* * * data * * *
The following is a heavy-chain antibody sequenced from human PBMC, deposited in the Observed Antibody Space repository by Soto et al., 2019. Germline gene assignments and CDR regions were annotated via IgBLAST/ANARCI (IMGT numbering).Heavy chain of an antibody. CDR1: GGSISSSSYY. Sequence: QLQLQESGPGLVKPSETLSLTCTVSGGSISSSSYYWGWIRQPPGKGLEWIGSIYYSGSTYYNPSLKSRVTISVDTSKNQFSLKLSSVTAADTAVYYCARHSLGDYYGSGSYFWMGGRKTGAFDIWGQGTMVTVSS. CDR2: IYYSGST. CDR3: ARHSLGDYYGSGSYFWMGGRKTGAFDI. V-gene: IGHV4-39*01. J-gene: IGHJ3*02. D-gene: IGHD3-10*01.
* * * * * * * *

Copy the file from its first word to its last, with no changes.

The following is a heavy-chain antibody sequenced from human PBMC, deposited in the Observed Antibody Space repository by Soto et al., 2019. Germline gene assignments and CDR regions were annotated via IgBLAST/ANARCI (IMGT numbering).Heavy chain of an antibody. CDR1: GGSISSSSYY. Sequence: QLQLQESGPGLVKPSETLSLTCTVSGGSISSSSYYWGWIRQPPGKGLEWIGSIYYSGSTYYNPSLKSRVTISVDTSKNQFSLKLSSVTAADTAVYYCARHSLGDYYGSGSYFWMGGRKTGAFDIWGQGTMVTVSS. CDR2: IYYSGST. CDR3: ARHSLGDYYGSGSYFWMGGRKTGAFDI. V-gene: IGHV4-39*01. J-gene: IGHJ3*02. D-gene: IGHD3-10*01.